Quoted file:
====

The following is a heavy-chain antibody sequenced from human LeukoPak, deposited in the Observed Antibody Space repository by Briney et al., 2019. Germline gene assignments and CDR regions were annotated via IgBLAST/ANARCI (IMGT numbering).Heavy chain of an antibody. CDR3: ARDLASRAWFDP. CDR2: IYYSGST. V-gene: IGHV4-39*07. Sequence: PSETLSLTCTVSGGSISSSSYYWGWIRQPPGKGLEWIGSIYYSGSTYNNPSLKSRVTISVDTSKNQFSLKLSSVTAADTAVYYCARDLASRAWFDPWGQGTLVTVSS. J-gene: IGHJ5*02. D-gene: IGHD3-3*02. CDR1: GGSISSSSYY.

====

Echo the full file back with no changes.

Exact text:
The following is a heavy-chain antibody sequenced from human LeukoPak, deposited in the Observed Antibody Space repository by Briney et al., 2019. Germline gene assignments and CDR regions were annotated via IgBLAST/ANARCI (IMGT numbering).Heavy chain of an antibody. CDR3: ARDLASRAWFDP. CDR2: IYYSGST. V-gene: IGHV4-39*07. Sequence: PSETLSLTCTVSGGSISSSSYYWGWIRQPPGKGLEWIGSIYYSGSTYNNPSLKSRVTISVDTSKNQFSLKLSSVTAADTAVYYCARDLASRAWFDPWGQGTLVTVSS. J-gene: IGHJ5*02. D-gene: IGHD3-3*02. CDR1: GGSISSSSYY.